THE next that mounted the table was a malecontent in thofe days, and a great master in the whole art of grinning, but particularly excelled in the angry grinn. He did his part fo well, that he is faid to have made half a dozen. women mifcarry; but the juftice being apprized by one who stood near him, that the fellow who grinned in his face was a Jacobite, and being unwilling that a difaffected perfon fhould win the gold ring, and be looked upon as the beft grinner in the country, he ordered the oaths to be tendered unto him upon his quitting the table, which the grinner refufing, he was fet afide as an unqualified perfon. There were feveral other grotefque figures that prefented themfelves, which it would be too tedious to defcribe. I must not however omit a ploughman, who lived in the farther part of the country, and being very lucky in a pair of long lanthorn-jaws, wrung his face into fuch an hideous grimace, that every feature in it appeared under a different diftortion. The whole company stood aftonished at fuch a complicated grinn, and were ready to affign the prize to him, had it not been proved, by one of his antagonists, that he had practifed with verjuice for fome days before, and had a crab found upon him at the very time of grinning; upon which the beft judges of grinning declared it as their opinion, that he was not to


be looked upon as a fair grinner, and therefore orderedhim to be fet afide as a cheat,

THE prize, it feems, fell at length upon a cobler, Giles Gorgon by name, who produced feveral new grinns of his own invention, having been ufed to cut faces for many years together over his laft. At the very first grinn he caft every human feature out of his countenance, at the fecond he became the face of a spout, at the third a baboon, at the fourth the head of a bass-viol, and at the fifth a pair of nut-crackers. The whole affembly wondered at his accomplishments, and bestowed the ring on him unanimoufly but, what he cfteemed more than all the reft, a country wench, whom he had wooed in vain for above five years before, was fo charmed with his grinns, and the applaufes which he received on all fides, that the married him the week following, and to this day wears the prize upon her finger, the cobler having made ufe of it as his wedding ring.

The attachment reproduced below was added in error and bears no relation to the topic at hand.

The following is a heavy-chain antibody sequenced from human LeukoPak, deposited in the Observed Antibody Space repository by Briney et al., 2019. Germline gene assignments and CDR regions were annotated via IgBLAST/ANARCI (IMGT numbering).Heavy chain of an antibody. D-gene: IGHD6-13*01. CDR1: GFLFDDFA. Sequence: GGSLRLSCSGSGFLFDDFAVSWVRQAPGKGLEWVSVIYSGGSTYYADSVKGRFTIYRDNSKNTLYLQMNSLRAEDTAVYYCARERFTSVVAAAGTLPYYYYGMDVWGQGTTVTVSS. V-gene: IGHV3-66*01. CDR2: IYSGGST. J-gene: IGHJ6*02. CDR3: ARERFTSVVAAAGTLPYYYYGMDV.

THIS paper might perhaps feein very impertinent, if it grew ferious in the conclufion. I would nevertheless leave it to the confideration of those who are the patrons of this monstrous trial of skill, whether or no they are not guilty, in fome measure, of an affront to their fpecies, in treat, ing after this manner the human face divine, and turning that part of us, which has fo great an image impreffed upon it, into the image of a monkey; whether the railing fuch filly competitions among the ignorant, propofing prizes. for fuch ufelefs accomplishments, filling the common peoples heads with fuch fenfelefs ambitions, and infpiring them. with fuch abfurd ideas of fuperiority and pre-eminence,. has not in it fomething immoral as well as ridiculous.

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No 174

Wednesday, September 10.

Hæc memini et victum fruftra contendere Thyrfin.

VIRG. ecl. 7. v..


Thefe ryhmes I did to memory commend,
When vanquish'd Thyrlis did in vain contend.